A college professor in a theological seminary in America chose this option recently when the University’s centre for Islamic Studies hosted a dialogue with a circle of invited Islamic leaders. Things went pear shaped when half way through; the Muslims politely dismissed themselves so that they could go out into the hall and pray towards Mecca.
The difficulty of course arises when that silence becomes no strategy at all; but a quiet concession to secularism, pc correctness, and tolerance. This is something we all need to carefully ponder.
The next question we need to consider is; should theological distinctives that is the really important parts; be set aside for the unity of the church?
Evangelical Christians often find themselves in main stream denominations or local congregations where adherence to particular orthodox doctrines brings tension. At what point does right and correct belief become more important than church unity? It’s a good question.
In June of this year The Presbyterian Church in Ireland (PCI) at their General Assembly in Belfast received criticism from people outside the church and from within, over their stance taken for those who are in same sex relationships.
The resolution passed by a clear majority; ‘those in a same sex relationship cannot be full members of the church. The children from same sex couples cannot be communicant members.’
These verses in John 1 tell us that any Christian who does not embrace the true reality Of Jesus Christ in world history, his teaching, and why he entered into the world; has departed hugely from the faith of the early church.
But someone might say what about the other issues that can cause difficulty among Christians and at the same time help to define Christian identity; like charismatic gifts, infant baptism, ordination of women, style of worship. Should the church sanction diversity within its ranks on these issues and others for the sake of a larger unity?
Whatever we make of these important points John would have our starting point with; Jesus. All these concerns and others are legitimate and important. But they are NOT central. They are not Biblical imperatives. John reminds us that the person of Jesus Christ the Word of Life is at the centre of our theological identity.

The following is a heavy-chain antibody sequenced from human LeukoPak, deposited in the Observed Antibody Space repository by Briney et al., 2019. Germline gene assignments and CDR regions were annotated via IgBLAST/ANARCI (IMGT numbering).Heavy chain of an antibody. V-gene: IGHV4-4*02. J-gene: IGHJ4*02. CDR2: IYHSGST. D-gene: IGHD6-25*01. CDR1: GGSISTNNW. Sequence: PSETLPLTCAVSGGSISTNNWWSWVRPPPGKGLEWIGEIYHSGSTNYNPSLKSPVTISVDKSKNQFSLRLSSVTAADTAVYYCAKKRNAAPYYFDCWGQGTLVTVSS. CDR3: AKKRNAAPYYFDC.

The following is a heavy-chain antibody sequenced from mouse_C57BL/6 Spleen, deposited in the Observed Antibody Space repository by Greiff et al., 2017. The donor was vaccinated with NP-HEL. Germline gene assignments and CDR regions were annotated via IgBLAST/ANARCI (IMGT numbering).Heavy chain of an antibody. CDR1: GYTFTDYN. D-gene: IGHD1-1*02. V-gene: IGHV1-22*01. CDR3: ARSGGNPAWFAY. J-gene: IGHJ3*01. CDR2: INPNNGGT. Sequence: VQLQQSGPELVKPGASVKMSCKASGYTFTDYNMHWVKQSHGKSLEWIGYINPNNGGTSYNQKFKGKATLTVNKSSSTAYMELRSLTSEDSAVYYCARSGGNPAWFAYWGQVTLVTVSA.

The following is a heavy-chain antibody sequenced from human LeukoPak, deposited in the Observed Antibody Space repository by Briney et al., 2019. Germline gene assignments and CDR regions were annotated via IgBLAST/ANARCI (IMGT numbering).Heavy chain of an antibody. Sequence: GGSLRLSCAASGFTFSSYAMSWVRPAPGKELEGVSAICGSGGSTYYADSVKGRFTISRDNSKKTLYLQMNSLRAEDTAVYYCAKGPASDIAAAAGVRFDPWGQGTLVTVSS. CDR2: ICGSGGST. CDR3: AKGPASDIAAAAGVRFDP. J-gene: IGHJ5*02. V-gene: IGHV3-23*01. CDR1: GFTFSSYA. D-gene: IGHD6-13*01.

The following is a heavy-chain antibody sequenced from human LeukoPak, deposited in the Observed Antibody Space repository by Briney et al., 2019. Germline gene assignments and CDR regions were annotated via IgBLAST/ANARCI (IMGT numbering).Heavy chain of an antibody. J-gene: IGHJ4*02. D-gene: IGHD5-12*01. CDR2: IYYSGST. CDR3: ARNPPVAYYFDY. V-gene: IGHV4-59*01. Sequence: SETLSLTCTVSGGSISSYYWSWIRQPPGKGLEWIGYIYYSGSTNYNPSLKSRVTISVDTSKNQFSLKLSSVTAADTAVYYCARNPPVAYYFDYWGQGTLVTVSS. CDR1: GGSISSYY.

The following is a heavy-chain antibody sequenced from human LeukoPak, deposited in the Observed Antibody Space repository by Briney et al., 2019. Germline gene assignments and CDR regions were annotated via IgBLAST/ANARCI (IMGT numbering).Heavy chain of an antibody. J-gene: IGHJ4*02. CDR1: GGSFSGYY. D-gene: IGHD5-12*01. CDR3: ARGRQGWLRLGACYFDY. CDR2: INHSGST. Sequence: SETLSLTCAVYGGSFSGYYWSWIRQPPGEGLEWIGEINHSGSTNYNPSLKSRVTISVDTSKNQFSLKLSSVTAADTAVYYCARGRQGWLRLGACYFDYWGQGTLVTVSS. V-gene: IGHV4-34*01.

Sadly, many theologians and Christians enter into dialogue with those who uphold the trends of modern secular society. And what happens is that the church often loses sight of the larger question of Jesus Christ who straddles both the church and the world that he made. He is largely cast aside for a so called more tolerant approach. Although tolerance is usually one way.
This of course is nothing new. The identity of Jesus Christ is still the same scandal of Christianity that sets us apart from the world. Jesus is the one theme we cannot jettison, no matter what the benefit may seem, or what the temptation.
Which takes us to the third and final question. What does it mean to see, hear, touch, Jesus today? Can it happen?
John in his writing suggests that there will be a continuity of Jesus for all generations not just the first one.
In the fourth gospel John 14; Jesus promises that he will never leave his followers as ‘orphans’ and that those who love him and are obedient will become Christ’s new dwelling place.
In other words, John does not see Christ’s Ascension where he ascended into heaven as the termination of his presence among us. His spirit given to his followers is his own spirit. First John 3 says; ‘and this is how we know that he lives in us. We know it by the spirit he gave us.’